Regional Actions and Events
Please join Washington Conservation Voters and Washington Environmental Council for our last briefing of 2022.
During this session, we will look at the results of the 2022 elections in Washington and what the election results mean for current and upcoming work on the Climate Commitment Act, the law designed to help get Washington state to net zero carbon emissions by 2050.
What: 2022 Elections and Climate Update
When: Tuesday, November 15th at 2pm via Zoom
RSVP: Email Paul Balle to receive the Zoom briefing link
Local and Regional Newsletters
The U.S. must commit to a Fossil Fuel Non-Proliferation Treaty phasing out fossil fuels
Climate change, like nuclear weapons, is a major global threat. And the main cause of the climate emergency is fossil fuels. They’re responsible for 86% of all carbon dioxide emissions in the past decade. The Paris Climate agreement never uses the words “fossil fuels,” let alone does anything to reduce their production, use, or expansion. That’s why the world needs a Fossil Fuel Non-Proliferation Treaty to phase out fossil fuels, support a just transition, and ensure 100% access to renewable energy around the world. The idea has been supported by the President of Vanuatu, a number of other islands in the Pacific, the European Parliament, the Vatican, and many climate hawks around the world.
Keep the Pressure on Chubb
Chubb’s fossil fuel clients are drilling next to people’s homes and building pipelines across sacred territories — so we brought a two-story oil derrick to the CEO’s home in New York City because he can’t ignore the climate chaos his company is fueling.
How to Talk About Population In a World of 8 Billion
Join the Center for Biological Diversity’s Webinar:
Monday, November 14 — 10 am
RSVP to Attend
We’ll talk about population pressure within the frameworks of anti-racism and reproductive justice. We’ll provide background on the sensitivities around population conversations, context about reproductive injustices in the United States, and ways environmentalists can support equitable solutions.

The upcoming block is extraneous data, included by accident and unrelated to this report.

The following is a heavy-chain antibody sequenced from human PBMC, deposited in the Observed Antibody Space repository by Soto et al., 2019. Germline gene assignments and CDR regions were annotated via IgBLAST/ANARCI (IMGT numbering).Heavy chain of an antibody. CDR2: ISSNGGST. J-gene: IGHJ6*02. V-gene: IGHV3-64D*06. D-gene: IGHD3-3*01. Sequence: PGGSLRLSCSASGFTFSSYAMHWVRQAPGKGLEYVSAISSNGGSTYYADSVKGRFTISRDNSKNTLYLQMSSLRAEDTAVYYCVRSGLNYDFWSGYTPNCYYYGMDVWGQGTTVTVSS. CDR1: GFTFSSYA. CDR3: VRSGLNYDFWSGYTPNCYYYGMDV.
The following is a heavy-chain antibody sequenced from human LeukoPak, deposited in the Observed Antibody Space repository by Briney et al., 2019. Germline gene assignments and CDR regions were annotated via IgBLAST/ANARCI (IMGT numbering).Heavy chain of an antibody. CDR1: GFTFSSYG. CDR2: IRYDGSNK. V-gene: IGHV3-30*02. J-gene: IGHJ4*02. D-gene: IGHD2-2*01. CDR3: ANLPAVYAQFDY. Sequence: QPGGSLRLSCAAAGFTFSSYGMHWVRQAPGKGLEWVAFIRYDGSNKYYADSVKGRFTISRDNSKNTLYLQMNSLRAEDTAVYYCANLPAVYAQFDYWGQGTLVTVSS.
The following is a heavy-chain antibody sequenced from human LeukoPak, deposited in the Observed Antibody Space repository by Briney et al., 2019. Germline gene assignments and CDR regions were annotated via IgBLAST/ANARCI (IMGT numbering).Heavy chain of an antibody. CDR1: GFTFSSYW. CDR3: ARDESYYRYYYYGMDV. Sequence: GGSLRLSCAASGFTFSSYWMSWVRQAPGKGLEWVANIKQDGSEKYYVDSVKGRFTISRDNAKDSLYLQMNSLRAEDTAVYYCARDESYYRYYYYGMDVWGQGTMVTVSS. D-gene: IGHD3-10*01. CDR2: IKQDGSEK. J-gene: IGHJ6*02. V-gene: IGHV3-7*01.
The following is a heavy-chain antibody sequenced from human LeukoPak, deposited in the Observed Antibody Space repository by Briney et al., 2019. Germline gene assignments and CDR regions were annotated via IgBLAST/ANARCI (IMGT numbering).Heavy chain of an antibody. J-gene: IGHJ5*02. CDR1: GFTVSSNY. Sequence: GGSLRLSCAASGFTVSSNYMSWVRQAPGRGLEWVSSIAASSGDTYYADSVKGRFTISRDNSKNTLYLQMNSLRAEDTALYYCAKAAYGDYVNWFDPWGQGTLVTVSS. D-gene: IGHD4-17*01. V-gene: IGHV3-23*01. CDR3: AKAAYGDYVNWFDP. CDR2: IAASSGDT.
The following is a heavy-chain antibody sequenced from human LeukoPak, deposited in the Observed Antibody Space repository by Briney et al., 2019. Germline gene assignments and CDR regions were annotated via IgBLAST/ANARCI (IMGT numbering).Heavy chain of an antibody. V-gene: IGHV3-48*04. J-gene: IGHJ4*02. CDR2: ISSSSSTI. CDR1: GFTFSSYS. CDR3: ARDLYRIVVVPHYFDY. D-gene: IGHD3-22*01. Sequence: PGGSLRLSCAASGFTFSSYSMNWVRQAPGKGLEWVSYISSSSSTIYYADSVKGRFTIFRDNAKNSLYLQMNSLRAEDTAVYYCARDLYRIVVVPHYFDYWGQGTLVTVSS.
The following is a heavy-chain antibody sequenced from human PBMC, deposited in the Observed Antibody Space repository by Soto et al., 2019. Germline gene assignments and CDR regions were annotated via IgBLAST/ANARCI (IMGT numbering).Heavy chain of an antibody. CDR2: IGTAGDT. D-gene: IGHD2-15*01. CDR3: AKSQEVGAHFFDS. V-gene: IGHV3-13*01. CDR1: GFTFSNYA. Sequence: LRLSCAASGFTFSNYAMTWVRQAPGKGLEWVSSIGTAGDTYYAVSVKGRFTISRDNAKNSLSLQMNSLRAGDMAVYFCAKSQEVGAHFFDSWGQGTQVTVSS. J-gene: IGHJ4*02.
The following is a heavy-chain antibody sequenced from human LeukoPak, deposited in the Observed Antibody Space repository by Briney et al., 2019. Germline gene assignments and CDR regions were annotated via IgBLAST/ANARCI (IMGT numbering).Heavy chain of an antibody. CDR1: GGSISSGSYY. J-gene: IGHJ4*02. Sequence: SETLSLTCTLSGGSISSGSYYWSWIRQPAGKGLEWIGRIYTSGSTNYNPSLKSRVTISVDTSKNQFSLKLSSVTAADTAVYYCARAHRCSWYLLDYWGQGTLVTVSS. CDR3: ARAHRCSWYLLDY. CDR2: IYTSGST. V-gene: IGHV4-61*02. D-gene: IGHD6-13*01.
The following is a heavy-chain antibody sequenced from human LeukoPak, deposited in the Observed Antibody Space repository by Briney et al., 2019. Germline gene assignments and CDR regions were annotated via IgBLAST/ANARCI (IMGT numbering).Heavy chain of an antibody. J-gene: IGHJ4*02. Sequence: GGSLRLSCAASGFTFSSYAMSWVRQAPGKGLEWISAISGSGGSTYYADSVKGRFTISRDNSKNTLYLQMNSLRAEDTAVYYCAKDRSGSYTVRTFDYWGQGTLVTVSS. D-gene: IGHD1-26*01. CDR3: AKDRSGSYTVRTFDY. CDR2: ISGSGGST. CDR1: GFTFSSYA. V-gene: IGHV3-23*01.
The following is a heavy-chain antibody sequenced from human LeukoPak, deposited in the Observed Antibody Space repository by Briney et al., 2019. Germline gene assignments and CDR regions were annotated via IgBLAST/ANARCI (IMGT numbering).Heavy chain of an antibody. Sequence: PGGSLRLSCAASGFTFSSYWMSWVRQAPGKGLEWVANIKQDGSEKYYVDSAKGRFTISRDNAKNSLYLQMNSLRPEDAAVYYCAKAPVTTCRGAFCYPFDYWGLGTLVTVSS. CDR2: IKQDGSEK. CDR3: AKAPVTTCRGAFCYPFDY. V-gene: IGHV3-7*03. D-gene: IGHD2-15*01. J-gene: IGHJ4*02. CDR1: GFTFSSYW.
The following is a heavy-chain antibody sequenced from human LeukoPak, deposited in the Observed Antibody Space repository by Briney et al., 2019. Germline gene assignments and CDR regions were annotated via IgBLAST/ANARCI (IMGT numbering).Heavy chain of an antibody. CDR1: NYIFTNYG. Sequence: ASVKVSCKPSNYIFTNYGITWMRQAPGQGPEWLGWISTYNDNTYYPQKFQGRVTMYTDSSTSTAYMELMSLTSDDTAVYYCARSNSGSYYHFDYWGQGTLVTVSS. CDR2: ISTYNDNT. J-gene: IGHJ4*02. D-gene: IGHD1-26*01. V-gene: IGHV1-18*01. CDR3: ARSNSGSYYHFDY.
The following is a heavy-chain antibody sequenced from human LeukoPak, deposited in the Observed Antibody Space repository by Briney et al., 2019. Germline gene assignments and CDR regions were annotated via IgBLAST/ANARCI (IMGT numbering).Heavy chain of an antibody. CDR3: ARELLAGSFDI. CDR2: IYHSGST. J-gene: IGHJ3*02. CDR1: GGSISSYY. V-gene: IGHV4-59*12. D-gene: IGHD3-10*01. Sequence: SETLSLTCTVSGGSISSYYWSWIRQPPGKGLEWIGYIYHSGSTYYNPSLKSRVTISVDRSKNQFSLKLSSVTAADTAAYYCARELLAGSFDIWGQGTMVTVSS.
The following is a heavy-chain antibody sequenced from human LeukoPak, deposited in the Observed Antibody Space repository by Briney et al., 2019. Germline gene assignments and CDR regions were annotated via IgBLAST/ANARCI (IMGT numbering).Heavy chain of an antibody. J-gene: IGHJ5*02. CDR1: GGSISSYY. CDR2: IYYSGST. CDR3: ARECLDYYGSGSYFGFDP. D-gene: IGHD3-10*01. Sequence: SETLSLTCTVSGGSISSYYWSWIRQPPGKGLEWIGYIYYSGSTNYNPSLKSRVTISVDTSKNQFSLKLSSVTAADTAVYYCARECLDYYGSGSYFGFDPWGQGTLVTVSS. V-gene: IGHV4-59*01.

Rein In Offshore Drilling for Whales, Climate
A massive lease sale in Alaska threatens the home of the last remaining Cook Inlet belugas with more oil spills and harmful noise pollution. And two huge sales in the Gulf of Mexico threaten the last Rice’s whales, of whom fewer than 100 remain.
The Future of Greenpeace USA
Greenpeace USA is being sued by multiple companies who want to shut us up and shut us down. These corporations are using Strategic Lawsuits Against Public Participation (SLAPPs) to silence free speech, prevent us from exposing the damage they’re doing to our planet, and potentially shut us down entirely. Rep. Jamie Raskin has introduced the first-ever federal anti-SLAPP legislation to prevent companies from abusing U.S. federal courts to attack our right to free speech.
Germany’s current energy situation & its past energy choices
David Roberts interviews German energy economist Claudia Kemfert about Germany’s choices on nuclear and gas, the situation it faces this coming winter, and the policies that could help it recover and get back on track to hit its emissions goals. Listen here.
Why Marshlands Are the Perfect Lab for Studying Climate Change
On the Eastern Shore of Maryland, the bare, whitened trunks of a “ghost forest” are one of the effects of surging waters that turn woodland into marsh. Read more
By Jennie Rothenberg Gritz — Smithsonian
A daily newsletter by Grist
Friday, November 11 — New York state voters want to fund climate and environmental initiatives.
Thursday, November 10— South Africa has a detailed plan to decarbonize.
Wednesday, November 9 — more heat pumps are coming to Washington state.
Tuesday, November 8 — the U.S. wants to bolster 37 “game-changing” climate innovations.
Monday, November 7 — the EPA is making a historic investment in air quality monitoring.
The Midterm Results Bring an Air of Relief to the COP27 Climate Summit
What do big polluters owe?
The most important lesson I’ve learned as a global climate correspondent is this: The most acute impacts of climate change are often felt by those who are least responsible for the problem. Read more.
By Somini Sengupta — Climate Forward
Magical Hope vs Actual Hope
I spent the weekend in Reno, Nevada with, among other people, my old friend Rebecca Solnit. We were there to rally voters and knock on doors in one of the nastiest elections in the country—and at such times Solnit’s powerful reflections on hope are a balm and a spur. Ever since her landmark 2004 book Hope in the Dark, she’s been a kind of spokeswoman for the proposition that we can make progress on our struggles—especially the climate fight—if we mobilize together, build our strength, and break the power of the fossil fuel industry. Read more.
By Bill McKibben — The Crucial Years
Manchin’s Pipeline Loss Shows Frontline, and Green Groups Are Gaining Steam
When the pandemic hit in 2020, I was living far from home, working as a special assistant at a nonprofit organization in Boston after graduating college. Like many 25-year-olds at the time, I decided to move home to be closer to my family in southwest Memphis. That’s when I found out that two major oil companies were planning to build a crude oil pipeline through the city, and it would carry dirty oil to the Gulf of Mexico for export. Read more.
By Justin J. Pearson — Yes! Magazine